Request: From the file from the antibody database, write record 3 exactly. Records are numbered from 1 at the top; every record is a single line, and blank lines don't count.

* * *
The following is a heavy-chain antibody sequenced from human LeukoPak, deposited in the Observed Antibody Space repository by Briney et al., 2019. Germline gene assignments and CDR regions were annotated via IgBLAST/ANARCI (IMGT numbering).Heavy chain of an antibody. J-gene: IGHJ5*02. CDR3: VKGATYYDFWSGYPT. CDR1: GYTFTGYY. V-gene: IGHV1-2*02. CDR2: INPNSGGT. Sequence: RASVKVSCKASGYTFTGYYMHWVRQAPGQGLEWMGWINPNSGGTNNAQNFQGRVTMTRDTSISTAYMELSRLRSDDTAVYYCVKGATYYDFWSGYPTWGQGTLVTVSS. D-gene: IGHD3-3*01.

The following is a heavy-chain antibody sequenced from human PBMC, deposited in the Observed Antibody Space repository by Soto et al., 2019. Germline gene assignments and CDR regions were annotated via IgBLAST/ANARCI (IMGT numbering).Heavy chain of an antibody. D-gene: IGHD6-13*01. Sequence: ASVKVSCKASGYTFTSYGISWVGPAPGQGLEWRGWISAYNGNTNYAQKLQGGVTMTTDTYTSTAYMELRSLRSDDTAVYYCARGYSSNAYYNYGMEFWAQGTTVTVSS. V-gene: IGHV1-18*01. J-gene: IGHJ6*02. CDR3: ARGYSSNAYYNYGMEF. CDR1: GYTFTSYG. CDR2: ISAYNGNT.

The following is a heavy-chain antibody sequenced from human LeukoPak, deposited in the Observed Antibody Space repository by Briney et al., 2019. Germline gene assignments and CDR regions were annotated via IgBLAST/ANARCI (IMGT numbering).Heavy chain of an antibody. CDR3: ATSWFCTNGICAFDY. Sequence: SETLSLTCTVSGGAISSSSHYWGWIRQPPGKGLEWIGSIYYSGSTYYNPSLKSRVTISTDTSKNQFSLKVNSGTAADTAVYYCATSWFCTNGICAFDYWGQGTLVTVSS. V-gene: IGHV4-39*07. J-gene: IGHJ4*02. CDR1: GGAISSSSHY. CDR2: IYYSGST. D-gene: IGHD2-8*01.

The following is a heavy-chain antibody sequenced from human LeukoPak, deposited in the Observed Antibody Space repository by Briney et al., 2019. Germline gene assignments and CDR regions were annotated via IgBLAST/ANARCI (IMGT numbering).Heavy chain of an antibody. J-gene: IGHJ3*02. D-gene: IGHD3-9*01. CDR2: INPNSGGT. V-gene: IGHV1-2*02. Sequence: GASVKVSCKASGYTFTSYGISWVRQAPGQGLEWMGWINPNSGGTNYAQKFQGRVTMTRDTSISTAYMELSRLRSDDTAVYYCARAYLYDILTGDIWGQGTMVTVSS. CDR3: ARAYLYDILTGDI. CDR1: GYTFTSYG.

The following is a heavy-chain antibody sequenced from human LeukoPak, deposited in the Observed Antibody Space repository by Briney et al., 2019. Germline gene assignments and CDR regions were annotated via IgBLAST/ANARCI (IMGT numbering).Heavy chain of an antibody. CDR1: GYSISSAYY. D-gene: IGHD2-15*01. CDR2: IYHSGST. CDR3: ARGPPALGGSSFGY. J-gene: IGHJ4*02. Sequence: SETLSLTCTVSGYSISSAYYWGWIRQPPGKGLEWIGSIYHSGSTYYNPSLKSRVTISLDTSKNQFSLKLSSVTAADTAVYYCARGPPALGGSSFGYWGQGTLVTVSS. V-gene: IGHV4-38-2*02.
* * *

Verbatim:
The following is a heavy-chain antibody sequenced from human LeukoPak, deposited in the Observed Antibody Space repository by Briney et al., 2019. Germline gene assignments and CDR regions were annotated via IgBLAST/ANARCI (IMGT numbering).Heavy chain of an antibody. CDR3: ATSWFCTNGICAFDY. Sequence: SETLSLTCTVSGGAISSSSHYWGWIRQPPGKGLEWIGSIYYSGSTYYNPSLKSRVTISTDTSKNQFSLKVNSGTAADTAVYYCATSWFCTNGICAFDYWGQGTLVTVSS. V-gene: IGHV4-39*07. J-gene: IGHJ4*02. CDR1: GGAISSSSHY. CDR2: IYYSGST. D-gene: IGHD2-8*01.